Some Theory and Applications of Probability in Quantum Mechanics
MetadataShow full item record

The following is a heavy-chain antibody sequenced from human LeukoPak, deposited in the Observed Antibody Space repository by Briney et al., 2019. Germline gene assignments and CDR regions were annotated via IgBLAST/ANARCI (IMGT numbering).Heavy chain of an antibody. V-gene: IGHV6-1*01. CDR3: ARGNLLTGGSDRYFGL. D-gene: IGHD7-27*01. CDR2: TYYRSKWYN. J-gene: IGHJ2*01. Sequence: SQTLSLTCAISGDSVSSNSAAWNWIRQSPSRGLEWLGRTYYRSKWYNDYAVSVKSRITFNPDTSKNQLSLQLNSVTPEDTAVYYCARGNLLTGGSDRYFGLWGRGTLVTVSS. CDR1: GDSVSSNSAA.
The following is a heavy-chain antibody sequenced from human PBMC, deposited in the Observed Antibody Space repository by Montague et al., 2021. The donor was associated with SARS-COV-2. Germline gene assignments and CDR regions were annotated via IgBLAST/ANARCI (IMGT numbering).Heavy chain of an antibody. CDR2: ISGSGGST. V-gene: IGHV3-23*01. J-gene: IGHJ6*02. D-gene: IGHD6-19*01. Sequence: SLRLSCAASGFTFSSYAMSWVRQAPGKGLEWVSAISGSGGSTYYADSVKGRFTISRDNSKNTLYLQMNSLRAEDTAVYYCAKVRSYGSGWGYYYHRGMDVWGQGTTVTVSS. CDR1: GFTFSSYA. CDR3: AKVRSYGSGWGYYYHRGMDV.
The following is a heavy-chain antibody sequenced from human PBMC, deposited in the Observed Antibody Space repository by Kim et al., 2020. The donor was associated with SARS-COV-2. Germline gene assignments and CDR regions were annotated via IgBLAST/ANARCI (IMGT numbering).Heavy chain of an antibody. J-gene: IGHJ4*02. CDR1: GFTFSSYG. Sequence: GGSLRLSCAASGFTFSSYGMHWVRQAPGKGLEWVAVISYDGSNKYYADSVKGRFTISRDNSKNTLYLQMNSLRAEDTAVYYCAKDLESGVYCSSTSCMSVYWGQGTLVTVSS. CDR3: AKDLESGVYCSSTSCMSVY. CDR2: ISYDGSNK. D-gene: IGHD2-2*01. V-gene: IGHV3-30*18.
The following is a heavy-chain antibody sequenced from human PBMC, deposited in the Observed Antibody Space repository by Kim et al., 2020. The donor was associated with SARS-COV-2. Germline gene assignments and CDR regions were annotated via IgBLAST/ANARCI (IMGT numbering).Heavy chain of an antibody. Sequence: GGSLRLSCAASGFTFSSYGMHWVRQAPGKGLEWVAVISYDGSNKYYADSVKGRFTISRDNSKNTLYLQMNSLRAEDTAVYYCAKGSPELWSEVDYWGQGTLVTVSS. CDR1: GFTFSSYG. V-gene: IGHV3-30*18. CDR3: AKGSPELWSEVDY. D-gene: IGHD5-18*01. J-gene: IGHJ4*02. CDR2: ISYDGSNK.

This thesis investigates three distinct facets of the theory of quantum information. The first two, quantum state estimation and quantum process estimation, are closely related and deal with the question of how to estimate the classical parameters in a quantum mechanical model. The third attempts to bring quantum theory as close as possible to classical theory through the formalism of quasi-probability. Building a large scale quantum information processor is a significant challenge. First, we require an accurate characterization of the dynamics experienced by the device to allow for the application of error correcting codes and other tools for implementing useful quantum algorithms. The necessary scaling of computational resources needed to characterize a quantum system as a function of the number of subsystems is by now a well studied problem (the scaling is generally exponential). However, irrespective of the computational resources necessary to just write-down a classical description of a quantum state, we can ask about the experimental resources necessary to obtain data (measurement complexity) and the computational resources necessary to generate such a characterization (estimation complexity). These problems are studied here and approached from two directions. The first problem we address is that of quantum state estimation. We apply high-level decision theoretic principles (applied in classical problems such as, for example, universal data compression) to the estimation of a qubit state. We prove that quantum states are more difficult to estimate than their classical counterparts by finding optimal estimation strategies. These strategies, requiring the solution to a difficult optimization problem, are difficult to implement in practise. Fortunately, we find estimation algorithms which come close to optimal but require far fewer resources to compute. Finally, we provide a classical analog of this quantum mechanical problem which reproduces, and gives intuitive explanations for, many of its features, such as why adaptive tomography can quadratically reduce its difficulty. The second method for practical characterization of quantum devices takes is applied to the problem of quantum process estimation. This differs from the above analysis in two ways: (1) we apply strong restrictions on knowledge of various estimation and control parameters (the former making the problem easier, the latter making it harder); and (2) we consider the problem of designing future experiments based on the outcomes of past experiments. We show in test cases that adaptive protocols can exponentially outperform their off-line counterparts. Moreover, we adapt machine learning algorithms to the problem which bring these experimental design methodologies to realm of experimental feasibility. In the final chapter we move away from estimation problems to show formally that a classical representation of quantum theory is not tenable. This intuitive conclusion is formally borne out through the connection to quasi-probability -- where it is equivalent to the necessity of negative probability in all such representations of quantum theory. In particular, we generalize previous no-go theorems to arbitrary classical representations of quantum systems of arbitrary dimension. We also discuss recent progress in the program to identify quantum resources for subtheories of quantum theory and operational restrictions motivated by quantum computation.